RIAA Ups & Downs

As 2004 wound down, the Los Angeles sheriff's department successfully conducted five simultaneous raids on illegal CD replication plants in southern California on December 15. Dubbed "Operation Final Release," the joint operation between the Southern California High Tech Task Force and the LA sheriff's department put 65 officers into action, closing down five optical disc replication facilities in LA and Orange counties suspected of churning out millions of pirated CDs, which were sold throughout the United States.

"Virtually unprecedented in size and scope, today's anti-piracy operation by the Los Angeles County Sheriff and others delivered a significant blow to piracy during a critical sales period for the recording industry," said Brad Buckles, the RIAA's executive vice president for anti-piracy.

Buckles added, "CD plant piracy is particularly damaging because the counterfeit goods produced tend to appear more authentic and often end up in legitimate music distribution chains. Music fans who purchase seemingly genuine product lose out, as do musicians, songwriters, and record labels who are deprived of a return on their work."

Given its success when confronting real criminals, it is surprising that the RIAA managed to find time in late January to deliver another 717 "John Doe" suits against individuals and computer networks suspected of participating in peer-to-peer file sharing through services such as KaZaa, eDonkey, and Limewire. Among the indicted were 68 computer network users at 23 universities and colleges including University of Massachusetts (Lowell), Georgetown University, Harvard University Medical School, Old Dominion University, Virginia Commonwealth University, Illinois State University, SUNY at Morrisville, Texas A&M University, University of South Florida, Indiana University, Michigan State University, Wayne State University, and others.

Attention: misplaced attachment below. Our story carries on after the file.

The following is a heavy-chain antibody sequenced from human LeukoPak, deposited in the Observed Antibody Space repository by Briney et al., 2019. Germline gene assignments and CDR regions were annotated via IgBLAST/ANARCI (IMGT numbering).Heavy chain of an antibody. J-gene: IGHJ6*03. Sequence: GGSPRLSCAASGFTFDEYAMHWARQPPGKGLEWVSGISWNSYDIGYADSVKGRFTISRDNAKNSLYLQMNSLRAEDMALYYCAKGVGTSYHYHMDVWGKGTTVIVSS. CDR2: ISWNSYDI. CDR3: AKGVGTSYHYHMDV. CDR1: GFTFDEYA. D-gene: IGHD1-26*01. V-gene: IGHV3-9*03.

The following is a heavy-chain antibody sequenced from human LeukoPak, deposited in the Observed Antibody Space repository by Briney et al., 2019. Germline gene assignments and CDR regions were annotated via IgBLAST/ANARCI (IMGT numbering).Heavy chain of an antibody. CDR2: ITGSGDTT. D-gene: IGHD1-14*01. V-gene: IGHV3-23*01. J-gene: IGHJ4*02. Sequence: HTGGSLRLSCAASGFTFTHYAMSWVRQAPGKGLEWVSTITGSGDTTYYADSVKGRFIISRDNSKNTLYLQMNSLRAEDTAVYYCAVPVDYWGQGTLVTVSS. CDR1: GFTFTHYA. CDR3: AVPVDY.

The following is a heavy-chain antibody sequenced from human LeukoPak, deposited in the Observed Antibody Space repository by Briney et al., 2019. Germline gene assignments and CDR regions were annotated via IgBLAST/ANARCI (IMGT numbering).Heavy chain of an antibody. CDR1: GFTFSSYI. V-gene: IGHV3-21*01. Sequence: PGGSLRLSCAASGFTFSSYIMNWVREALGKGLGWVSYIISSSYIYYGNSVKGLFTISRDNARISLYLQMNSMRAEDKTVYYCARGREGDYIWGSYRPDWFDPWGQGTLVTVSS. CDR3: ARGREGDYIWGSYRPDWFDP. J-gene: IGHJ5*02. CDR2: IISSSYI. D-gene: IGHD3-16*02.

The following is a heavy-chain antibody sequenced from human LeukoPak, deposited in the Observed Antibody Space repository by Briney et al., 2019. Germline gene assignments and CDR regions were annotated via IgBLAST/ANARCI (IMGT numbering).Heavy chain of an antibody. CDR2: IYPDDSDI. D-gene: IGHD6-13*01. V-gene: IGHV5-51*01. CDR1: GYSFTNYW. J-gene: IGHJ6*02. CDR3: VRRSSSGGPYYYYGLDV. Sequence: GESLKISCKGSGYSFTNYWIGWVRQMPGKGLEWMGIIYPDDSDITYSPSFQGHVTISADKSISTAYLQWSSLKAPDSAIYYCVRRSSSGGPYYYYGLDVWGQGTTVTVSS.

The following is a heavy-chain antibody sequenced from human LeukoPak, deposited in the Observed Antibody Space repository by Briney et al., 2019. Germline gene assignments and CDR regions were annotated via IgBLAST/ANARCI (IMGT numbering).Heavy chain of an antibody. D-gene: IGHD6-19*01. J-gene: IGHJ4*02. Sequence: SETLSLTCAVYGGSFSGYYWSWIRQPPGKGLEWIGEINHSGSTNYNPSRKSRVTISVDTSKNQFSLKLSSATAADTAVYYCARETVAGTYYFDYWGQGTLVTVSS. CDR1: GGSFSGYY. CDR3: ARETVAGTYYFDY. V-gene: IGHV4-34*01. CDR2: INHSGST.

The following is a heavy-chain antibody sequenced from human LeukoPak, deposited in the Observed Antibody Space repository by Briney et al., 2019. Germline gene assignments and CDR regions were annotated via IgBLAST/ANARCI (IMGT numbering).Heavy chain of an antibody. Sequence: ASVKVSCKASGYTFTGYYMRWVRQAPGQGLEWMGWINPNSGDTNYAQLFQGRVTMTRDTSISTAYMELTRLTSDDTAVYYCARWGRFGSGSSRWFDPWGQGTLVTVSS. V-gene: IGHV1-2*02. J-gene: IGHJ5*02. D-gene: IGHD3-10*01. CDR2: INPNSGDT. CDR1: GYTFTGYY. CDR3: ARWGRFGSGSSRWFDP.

Steven Marks, the RIAA's general counsel, pointed out that there are now legal alternatives to illegal file sharing and explained the RIAA's action, "Today's university and college students are tomorrow's leaders. ... Students need to understand that just because someone else's property or creations can be obtained easily and freely without anyone seemingly knowing, there are consequences, because it is stealing."

Gertrude Walton certainly doesn't understand the consequences of her actions, but that's primarily because the 83-year-old woman had been dead for nearly a month when the RIAA sued her for downloading over 700 songs under the nom de web of "smittenedkitten."

Robin Chianumba, Walton's daughter, said, "My mother wouldn't know how to turn on a computer." She added, "I am pretty sure she is not going to leave [her burial site at] Greenwood Memorial Park to attend the hearing."

Ms. Chianumba faxed record company officials a copy of her mother's death certificate before the lawsuit was filed, responding to a letter warning of impending legal action. Jonathan Lamy, an RIAA spokesman allowed that Walton was probably not the smittenedkitten it was seeking. "Our evidence gathering and our subsequent legal actions all were initiated weeks and even months ago. We will now, of course, obviously dismiss this case."